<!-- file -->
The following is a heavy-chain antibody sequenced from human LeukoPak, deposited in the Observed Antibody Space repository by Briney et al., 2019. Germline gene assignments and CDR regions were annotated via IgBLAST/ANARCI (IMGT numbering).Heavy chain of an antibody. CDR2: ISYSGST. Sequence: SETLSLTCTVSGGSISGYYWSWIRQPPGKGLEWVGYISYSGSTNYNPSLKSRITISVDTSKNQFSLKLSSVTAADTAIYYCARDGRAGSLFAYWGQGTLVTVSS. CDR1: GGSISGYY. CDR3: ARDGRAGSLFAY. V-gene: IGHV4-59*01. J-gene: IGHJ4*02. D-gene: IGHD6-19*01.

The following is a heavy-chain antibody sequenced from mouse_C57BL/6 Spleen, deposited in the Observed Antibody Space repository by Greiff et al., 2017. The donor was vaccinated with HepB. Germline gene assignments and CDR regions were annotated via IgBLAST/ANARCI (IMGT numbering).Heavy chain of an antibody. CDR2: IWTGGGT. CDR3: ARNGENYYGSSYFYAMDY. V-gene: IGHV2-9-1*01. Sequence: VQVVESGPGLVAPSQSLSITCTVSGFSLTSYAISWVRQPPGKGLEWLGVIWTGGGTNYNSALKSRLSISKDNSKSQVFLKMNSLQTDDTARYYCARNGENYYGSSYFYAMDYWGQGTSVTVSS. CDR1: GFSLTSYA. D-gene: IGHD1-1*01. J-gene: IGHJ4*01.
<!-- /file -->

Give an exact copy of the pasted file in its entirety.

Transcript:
The following is a heavy-chain antibody sequenced from human LeukoPak, deposited in the Observed Antibody Space repository by Briney et al., 2019. Germline gene assignments and CDR regions were annotated via IgBLAST/ANARCI (IMGT numbering).Heavy chain of an antibody. CDR2: ISYSGST. Sequence: SETLSLTCTVSGGSISGYYWSWIRQPPGKGLEWVGYISYSGSTNYNPSLKSRITISVDTSKNQFSLKLSSVTAADTAIYYCARDGRAGSLFAYWGQGTLVTVSS. CDR1: GGSISGYY. CDR3: ARDGRAGSLFAY. V-gene: IGHV4-59*01. J-gene: IGHJ4*02. D-gene: IGHD6-19*01.

The following is a heavy-chain antibody sequenced from mouse_C57BL/6 Spleen, deposited in the Observed Antibody Space repository by Greiff et al., 2017. The donor was vaccinated with HepB. Germline gene assignments and CDR regions were annotated via IgBLAST/ANARCI (IMGT numbering).Heavy chain of an antibody. CDR2: IWTGGGT. CDR3: ARNGENYYGSSYFYAMDY. V-gene: IGHV2-9-1*01. Sequence: VQVVESGPGLVAPSQSLSITCTVSGFSLTSYAISWVRQPPGKGLEWLGVIWTGGGTNYNSALKSRLSISKDNSKSQVFLKMNSLQTDDTARYYCARNGENYYGSSYFYAMDYWGQGTSVTVSS. CDR1: GFSLTSYA. D-gene: IGHD1-1*01. J-gene: IGHJ4*01.